Many prestigious balls were held in the salons of honour of the Hôtel de la Marine when France’s navy ministry was headquartered there.
Here we look at four balls that were especially significant to 19th-century history.
Illustration of a ball at the Hôtel de la Marine
This was the first ball held since the Reign of Terror. It heralded a renaissance in Parisian high society. On the initiative of Bonaparte, then First Consul, the navy minister invited the whole of Europe to a grand ball. The aim? To showcase France’s power and, above all, to promote the power of the French Consulate and Bonaparte!
On 29 May 1825, Charles X, revived tradition and enjoyed a coronation as King of France in a ceremony in Reims. For the occasion, many balls were held in Paris in the weeks that followed. Leading Parisian figures were invited to lavish receptions, each event seeking to be the most sumptuous and impressive. The navy minister took part in the festivities and also held his own ball. Given the decoration and the ladies’ attire there, the guests were impressed by the splendour of the soirée, which was remarkably dazzling.
An anecdote: the lighting was provided by blue-glass lamps prominently featuring anchors.
On this day, a masquerade ball was held by the navy minister, the Marquis de Chasseloup-Laubat, in the presence of Napoleon III and Empress Eugénie. Between 1,200 and 3,000 guests came to enjoy themselves in the 18 rooms lit up and newly renovated by the minister. The Emperor and Empress appeared at 11pm, each wearing a mask, and dined in a separate dining room with 20 seated places.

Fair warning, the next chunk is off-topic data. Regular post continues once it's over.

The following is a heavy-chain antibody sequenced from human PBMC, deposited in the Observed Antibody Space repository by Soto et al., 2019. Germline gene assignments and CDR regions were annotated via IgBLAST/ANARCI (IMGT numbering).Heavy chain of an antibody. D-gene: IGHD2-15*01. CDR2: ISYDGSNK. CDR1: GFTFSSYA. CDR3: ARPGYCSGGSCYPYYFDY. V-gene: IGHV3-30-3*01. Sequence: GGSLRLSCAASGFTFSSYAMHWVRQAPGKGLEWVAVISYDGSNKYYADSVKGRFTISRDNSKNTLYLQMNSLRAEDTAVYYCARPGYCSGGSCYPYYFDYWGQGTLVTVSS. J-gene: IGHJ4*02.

The highlight of the evening was a so-called procession of nations: surrounded by a cortège, ladies in fancy dress paraded around the reception rooms to symbolise France and the different regions of the world: Europe, Asia, Africa and America. The lady representing France was dressed in a long white dress and a sash of the French flag’s three colours. In her hand, she held an olive branch, symbolising peace.
This staged procession, which the minister himself wanted, was intended to show the power of the French navy and the strength of the French Empire’s policy of colonisation.
Following the disaster of the War of 1870, which marked the fall of the Second French Empire, the French Third Republic was looking for allies in Europe. In 1892, it signed a military cooperation agreement with Russia.
To celebrate this alliance, the navy minister held a grand dinner, followed by a ball. There were so many guests that the loggia overlooking Place de la Concorde was transformed into a ballroom, which gave guests a chance to greet the large crowd that had gathered on the square.
Cover of Le Petit Journal on 21 October 1893: the balls of the Arsenal
This ball was the last large reception held in the reception rooms of the Hôtel de la Marine before the First World War. Even today, the salons of honour of this monument attest to the splendour of these grand high-society balls.
Come and admire the gold decor and sparkling chandeliers: nothing better than an on-site visit to imagine twirling around in these reception rooms yourself!